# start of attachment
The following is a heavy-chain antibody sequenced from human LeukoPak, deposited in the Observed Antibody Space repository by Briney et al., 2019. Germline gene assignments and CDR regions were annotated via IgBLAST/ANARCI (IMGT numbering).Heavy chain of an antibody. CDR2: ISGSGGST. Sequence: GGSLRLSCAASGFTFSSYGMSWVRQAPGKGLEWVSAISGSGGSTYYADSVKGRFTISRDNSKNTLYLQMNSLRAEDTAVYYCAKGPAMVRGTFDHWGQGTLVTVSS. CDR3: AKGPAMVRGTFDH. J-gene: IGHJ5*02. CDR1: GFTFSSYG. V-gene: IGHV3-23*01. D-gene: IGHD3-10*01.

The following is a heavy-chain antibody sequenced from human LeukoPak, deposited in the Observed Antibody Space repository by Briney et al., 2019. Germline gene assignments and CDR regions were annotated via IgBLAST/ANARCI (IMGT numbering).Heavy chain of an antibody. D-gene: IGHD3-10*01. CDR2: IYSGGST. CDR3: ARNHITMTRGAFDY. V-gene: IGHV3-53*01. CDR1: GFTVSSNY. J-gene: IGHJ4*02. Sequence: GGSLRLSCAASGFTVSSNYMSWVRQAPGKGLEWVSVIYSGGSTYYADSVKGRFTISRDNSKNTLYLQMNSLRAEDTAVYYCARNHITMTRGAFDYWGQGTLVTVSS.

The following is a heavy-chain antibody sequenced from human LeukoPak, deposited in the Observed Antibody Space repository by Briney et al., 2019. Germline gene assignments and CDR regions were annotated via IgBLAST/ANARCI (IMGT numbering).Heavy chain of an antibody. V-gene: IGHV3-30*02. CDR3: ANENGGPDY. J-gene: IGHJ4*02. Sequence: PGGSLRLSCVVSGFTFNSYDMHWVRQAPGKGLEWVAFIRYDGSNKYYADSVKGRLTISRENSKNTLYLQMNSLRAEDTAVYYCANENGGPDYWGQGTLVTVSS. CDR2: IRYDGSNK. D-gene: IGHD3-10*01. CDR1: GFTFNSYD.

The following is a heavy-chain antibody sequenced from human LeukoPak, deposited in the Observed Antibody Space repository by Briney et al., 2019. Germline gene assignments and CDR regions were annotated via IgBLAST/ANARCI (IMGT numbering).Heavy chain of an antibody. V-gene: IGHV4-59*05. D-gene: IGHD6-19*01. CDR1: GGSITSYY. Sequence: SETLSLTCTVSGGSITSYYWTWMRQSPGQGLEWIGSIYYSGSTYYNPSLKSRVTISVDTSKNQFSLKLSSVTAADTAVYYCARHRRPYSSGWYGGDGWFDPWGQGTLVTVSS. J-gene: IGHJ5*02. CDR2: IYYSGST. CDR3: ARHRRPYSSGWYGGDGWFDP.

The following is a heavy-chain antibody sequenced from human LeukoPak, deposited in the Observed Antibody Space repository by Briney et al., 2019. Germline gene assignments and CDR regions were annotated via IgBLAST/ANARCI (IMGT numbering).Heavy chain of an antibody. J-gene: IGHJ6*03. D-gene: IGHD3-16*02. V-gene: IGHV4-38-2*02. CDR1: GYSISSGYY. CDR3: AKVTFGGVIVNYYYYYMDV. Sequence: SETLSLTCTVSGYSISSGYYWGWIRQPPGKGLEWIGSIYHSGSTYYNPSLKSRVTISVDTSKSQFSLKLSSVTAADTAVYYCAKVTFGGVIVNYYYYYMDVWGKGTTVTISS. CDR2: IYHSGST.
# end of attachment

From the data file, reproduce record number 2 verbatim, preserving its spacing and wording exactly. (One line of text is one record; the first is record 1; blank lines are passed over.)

The following is a heavy-chain antibody sequenced from human LeukoPak, deposited in the Observed Antibody Space repository by Briney et al., 2019. Germline gene assignments and CDR regions were annotated via IgBLAST/ANARCI (IMGT numbering).Heavy chain of an antibody. D-gene: IGHD3-10*01. CDR2: IYSGGST. CDR3: ARNHITMTRGAFDY. V-gene: IGHV3-53*01. CDR1: GFTVSSNY. J-gene: IGHJ4*02. Sequence: GGSLRLSCAASGFTVSSNYMSWVRQAPGKGLEWVSVIYSGGSTYYADSVKGRFTISRDNSKNTLYLQMNSLRAEDTAVYYCARNHITMTRGAFDYWGQGTLVTVSS.